How to Grow Wisteria

  Wisteria is a deciduous, twining climbing plant which will flower for several weeks and many varieties carry a lovely scent. A Wisteria in bloom is a magnificent sight with long,  trailing scented blooms which are either blue, purple, pink or white. Ideally, Wisteria is grown up a south facing wall. Wisteria rewards well, a beautiful climber flowering between April and June. 

 If Wisteria is growing well and happy in its spot, you may also get a second flush of weaker flowers in late summer around August time. I find this causes a bit of a pruning dilemma as those flowers can be where you want to prune and I hate to cut them off. Delaying pruning by a couple of weeks will make no difference in the long term.

Wisteria is vigorous, growing up to 9 meters (30ft) which means it needs a large space.  It is not self supporting and requires a framework or wires or supports to grow up. Although Wisteria grows well in sun, and in full sun, it will also tolerate light shade. The downside to growing Wisteria is that it is a demanding plant to grow in terms of time and attention required which makes it a red wheelbarrow plant.

  There are no difficulties in getting Wisteria to grow because it is a vigorous climber; the trick is to get it to flower, (see below.)   When planting Wisteria, it is essential to have a framework for the plant to climb up, which is secured with wires tied into the wall and hooks. The frame work is best put in place before the Wisteria is planted. Wisteria floribunda (which twines clockwise) is originally from Japan, and w.sinensis (twines anti clockwise) is from China and is the more vigorous of the two. On W.senensis the flowers appear before foliage, and on W.floribunda flowers and foliage come out at the same time. 

Wisteria needs to be pruned twice a year, (summer and Winter) to ensure it flowers consistently each year. As the Wisteria matures it grows further up the wall, ladders are needed for pruning which does make it high maintenance and definitely a red wheelbarrow plant. Wisteria is vigorous and although it can be pruned to keep in size, it still needs a large space. It may sound obvious, Wisteria is best planted in the right place from the outset. This is because it forms very strong, woody roots and is hard to remove once established.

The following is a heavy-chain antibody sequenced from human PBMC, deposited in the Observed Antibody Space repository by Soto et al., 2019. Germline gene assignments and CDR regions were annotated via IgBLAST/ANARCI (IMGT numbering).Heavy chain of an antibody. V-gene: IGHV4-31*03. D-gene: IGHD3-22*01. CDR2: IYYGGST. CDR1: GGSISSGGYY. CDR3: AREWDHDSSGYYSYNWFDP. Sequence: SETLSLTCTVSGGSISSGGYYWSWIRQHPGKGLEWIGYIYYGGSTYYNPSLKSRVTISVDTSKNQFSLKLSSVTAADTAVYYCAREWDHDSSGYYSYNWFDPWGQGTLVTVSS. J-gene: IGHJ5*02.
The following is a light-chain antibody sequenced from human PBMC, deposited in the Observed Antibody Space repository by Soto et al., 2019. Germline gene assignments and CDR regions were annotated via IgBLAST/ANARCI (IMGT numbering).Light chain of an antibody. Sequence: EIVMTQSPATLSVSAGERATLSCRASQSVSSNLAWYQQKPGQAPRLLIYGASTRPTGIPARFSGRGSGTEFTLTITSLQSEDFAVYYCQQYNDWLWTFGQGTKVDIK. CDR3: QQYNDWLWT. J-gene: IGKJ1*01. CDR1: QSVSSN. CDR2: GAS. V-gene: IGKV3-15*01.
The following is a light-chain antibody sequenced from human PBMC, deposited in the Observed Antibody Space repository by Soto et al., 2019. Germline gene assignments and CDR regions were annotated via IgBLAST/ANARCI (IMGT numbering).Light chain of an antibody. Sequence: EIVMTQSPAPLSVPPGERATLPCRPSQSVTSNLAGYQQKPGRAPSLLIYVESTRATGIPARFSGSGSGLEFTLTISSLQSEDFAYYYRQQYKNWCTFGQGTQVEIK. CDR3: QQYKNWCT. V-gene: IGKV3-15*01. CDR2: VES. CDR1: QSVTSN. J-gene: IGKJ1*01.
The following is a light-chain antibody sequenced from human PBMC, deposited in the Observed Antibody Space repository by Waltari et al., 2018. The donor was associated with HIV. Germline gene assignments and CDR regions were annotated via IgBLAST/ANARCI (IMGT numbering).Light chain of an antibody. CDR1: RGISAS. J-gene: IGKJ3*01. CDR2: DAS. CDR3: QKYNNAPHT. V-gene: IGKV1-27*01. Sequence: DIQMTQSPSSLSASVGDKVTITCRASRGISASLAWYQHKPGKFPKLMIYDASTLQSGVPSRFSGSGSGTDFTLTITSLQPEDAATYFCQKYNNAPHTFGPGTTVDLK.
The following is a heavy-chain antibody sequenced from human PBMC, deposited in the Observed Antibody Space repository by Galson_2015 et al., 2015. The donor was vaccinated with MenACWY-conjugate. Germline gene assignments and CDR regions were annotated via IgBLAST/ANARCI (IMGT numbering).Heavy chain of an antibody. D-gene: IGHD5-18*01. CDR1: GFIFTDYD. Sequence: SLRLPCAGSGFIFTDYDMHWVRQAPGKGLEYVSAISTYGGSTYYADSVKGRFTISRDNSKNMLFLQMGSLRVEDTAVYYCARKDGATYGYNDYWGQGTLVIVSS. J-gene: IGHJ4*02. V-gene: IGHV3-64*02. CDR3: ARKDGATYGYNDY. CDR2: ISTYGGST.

Wisteria blooms (racemes) come in soft shades of violets, pink and white. Suggested good varieties are: Wisteria floribunda 'Multijuga' which has scented racemes up to 1m long and is an attractive lilac colour and with the RHS garden merit award.  A good pink variety is Wisteria floribunda 'Rosea' racemes up to 60cms long, scented and pale pink Wisteria floribunda 'Alba' is slightly less vigorous with white scented racemes up to 60cm and scented. The traditional Wisteria sinensis has strong colour and fragrance. If you have a large space and are looking for a striking garden feature, I have seen Wisteria combined with Laburnum growing over an archway to create a tunnel of lilac and yellow. Word of warning: Laburnum is poisonous and the seeds highly toxic so not a plant suitable for a garden accessed by pets or children.  

How to Make Wisteria Flower

 A regular question to the web site is the problem of getting wisteria to flower. Common causes of Wisteria failing to flower are too much shade, too fertile soil, sparrows eating the flower shoots, a poor plant or lack of pruning. Wisteria do like sun and will not flower well in shady spots which is why it is often grown up a south facing wall. 

It is a member of the legume family, it does not need feeding generally speaking and will fix it's own nitrogen. Sparrows are partial to the buds but they don't usually eat all of them so if your Wisteria does not flower very much or at all, chances are it is either a poor plant or lack of pruning. These two points are the main cause of lack of flowering.

Buy A Wisteria plant in Spring and In flower

Wisteria Blooms

If you want your Wisteria to flower, buy a Wisteria plant in the spring which is in flower or with flower buds on it. That way you  know it can flower. The image left shows a small newly planted Wisteria with some small flowers on it. This Wisteria was newly planted in 2007 and within 7 years had reached a height of 3.5m or around 12ft, and by 2018 had covered the entire wall space at the back of the house and is the Wisteria featured in the video above ' Wonderful Wisteria'. This is testament to the vigorous nature of Wisteria and the need for longer ladders needed to prune it. Hard to image this tiny plant grew to cover a whole wall of a house in 10 years.

 Wisteria is best purchased as a grafted plant, and you are likely to have problems with any plant grown from seed which maybe cheaper, but it may take a very long time to flower.  You can spot a grafted plant as there is a bulge in the stem just above soil level in the plant pot. Equally, the retailer should know if the  plants offered for sale are grafted plants.